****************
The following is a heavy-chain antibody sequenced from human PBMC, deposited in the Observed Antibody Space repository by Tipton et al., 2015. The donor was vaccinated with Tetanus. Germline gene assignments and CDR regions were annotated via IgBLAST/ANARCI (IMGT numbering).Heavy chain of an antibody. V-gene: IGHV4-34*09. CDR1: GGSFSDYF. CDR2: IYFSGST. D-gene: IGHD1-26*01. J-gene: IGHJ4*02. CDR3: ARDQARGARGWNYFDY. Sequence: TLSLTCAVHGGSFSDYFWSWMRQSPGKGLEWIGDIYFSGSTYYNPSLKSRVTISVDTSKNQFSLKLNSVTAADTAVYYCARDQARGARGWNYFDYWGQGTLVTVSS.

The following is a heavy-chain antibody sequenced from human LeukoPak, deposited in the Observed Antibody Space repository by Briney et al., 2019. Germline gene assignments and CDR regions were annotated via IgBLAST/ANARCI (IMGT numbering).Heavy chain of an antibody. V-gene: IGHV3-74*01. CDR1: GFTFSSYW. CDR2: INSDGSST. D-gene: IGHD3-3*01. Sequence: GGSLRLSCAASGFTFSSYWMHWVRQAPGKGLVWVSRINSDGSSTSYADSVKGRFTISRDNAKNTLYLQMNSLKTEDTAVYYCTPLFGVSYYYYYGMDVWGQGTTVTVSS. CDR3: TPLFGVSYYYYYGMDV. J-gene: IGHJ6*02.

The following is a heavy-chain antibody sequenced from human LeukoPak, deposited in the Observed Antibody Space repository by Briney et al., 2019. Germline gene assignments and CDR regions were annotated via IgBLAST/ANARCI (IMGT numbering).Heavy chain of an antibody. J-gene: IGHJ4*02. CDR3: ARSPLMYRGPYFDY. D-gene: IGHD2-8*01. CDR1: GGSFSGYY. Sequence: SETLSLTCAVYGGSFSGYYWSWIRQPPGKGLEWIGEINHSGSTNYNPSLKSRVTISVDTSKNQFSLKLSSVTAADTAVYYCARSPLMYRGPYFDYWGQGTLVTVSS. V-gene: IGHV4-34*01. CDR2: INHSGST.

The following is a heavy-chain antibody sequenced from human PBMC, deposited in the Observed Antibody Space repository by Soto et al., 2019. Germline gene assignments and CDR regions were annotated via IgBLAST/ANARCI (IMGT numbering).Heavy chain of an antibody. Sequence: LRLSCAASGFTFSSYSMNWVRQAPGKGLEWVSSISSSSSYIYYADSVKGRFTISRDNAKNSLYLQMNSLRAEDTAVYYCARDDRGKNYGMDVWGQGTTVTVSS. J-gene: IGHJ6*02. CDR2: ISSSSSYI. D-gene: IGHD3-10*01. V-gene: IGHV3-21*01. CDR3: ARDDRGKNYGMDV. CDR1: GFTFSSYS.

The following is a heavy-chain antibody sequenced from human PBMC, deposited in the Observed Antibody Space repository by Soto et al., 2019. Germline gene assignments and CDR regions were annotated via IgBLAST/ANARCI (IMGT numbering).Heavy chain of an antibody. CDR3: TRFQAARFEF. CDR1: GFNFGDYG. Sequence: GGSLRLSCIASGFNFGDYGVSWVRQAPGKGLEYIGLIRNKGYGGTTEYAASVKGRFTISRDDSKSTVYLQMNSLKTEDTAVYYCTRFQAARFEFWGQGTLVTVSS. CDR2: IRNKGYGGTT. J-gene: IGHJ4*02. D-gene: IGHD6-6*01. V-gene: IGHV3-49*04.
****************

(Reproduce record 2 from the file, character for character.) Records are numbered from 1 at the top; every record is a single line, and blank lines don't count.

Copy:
The following is a heavy-chain antibody sequenced from human LeukoPak, deposited in the Observed Antibody Space repository by Briney et al., 2019. Germline gene assignments and CDR regions were annotated via IgBLAST/ANARCI (IMGT numbering).Heavy chain of an antibody. V-gene: IGHV3-74*01. CDR1: GFTFSSYW. CDR2: INSDGSST. D-gene: IGHD3-3*01. Sequence: GGSLRLSCAASGFTFSSYWMHWVRQAPGKGLVWVSRINSDGSSTSYADSVKGRFTISRDNAKNTLYLQMNSLKTEDTAVYYCTPLFGVSYYYYYGMDVWGQGTTVTVSS. CDR3: TPLFGVSYYYYYGMDV. J-gene: IGHJ6*02.